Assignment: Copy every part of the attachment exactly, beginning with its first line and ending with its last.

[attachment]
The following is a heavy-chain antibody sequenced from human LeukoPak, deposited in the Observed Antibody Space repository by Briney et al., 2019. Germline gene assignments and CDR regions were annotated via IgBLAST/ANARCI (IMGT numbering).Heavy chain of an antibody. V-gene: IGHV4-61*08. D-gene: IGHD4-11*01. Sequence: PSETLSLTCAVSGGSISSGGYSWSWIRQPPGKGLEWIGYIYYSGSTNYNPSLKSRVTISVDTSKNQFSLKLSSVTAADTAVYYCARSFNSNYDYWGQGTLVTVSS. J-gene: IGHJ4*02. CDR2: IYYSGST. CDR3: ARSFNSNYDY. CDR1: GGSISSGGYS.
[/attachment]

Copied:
The following is a heavy-chain antibody sequenced from human LeukoPak, deposited in the Observed Antibody Space repository by Briney et al., 2019. Germline gene assignments and CDR regions were annotated via IgBLAST/ANARCI (IMGT numbering).Heavy chain of an antibody. V-gene: IGHV4-61*08. D-gene: IGHD4-11*01. Sequence: PSETLSLTCAVSGGSISSGGYSWSWIRQPPGKGLEWIGYIYYSGSTNYNPSLKSRVTISVDTSKNQFSLKLSSVTAADTAVYYCARSFNSNYDYWGQGTLVTVSS. J-gene: IGHJ4*02. CDR2: IYYSGST. CDR3: ARSFNSNYDY. CDR1: GGSISSGGYS.